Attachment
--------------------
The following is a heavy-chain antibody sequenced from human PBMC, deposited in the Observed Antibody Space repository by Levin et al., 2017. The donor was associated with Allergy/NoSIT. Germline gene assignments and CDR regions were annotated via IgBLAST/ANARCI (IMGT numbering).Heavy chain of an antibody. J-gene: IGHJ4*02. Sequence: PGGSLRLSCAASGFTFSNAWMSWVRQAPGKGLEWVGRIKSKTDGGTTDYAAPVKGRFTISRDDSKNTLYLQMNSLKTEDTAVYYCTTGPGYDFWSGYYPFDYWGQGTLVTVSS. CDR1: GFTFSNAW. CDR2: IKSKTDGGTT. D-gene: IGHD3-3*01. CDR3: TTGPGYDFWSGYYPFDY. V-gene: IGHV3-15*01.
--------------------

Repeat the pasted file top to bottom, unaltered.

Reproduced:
The following is a heavy-chain antibody sequenced from human PBMC, deposited in the Observed Antibody Space repository by Levin et al., 2017. The donor was associated with Allergy/NoSIT. Germline gene assignments and CDR regions were annotated via IgBLAST/ANARCI (IMGT numbering).Heavy chain of an antibody. J-gene: IGHJ4*02. Sequence: PGGSLRLSCAASGFTFSNAWMSWVRQAPGKGLEWVGRIKSKTDGGTTDYAAPVKGRFTISRDDSKNTLYLQMNSLKTEDTAVYYCTTGPGYDFWSGYYPFDYWGQGTLVTVSS. CDR1: GFTFSNAW. CDR2: IKSKTDGGTT. D-gene: IGHD3-3*01. CDR3: TTGPGYDFWSGYYPFDY. V-gene: IGHV3-15*01.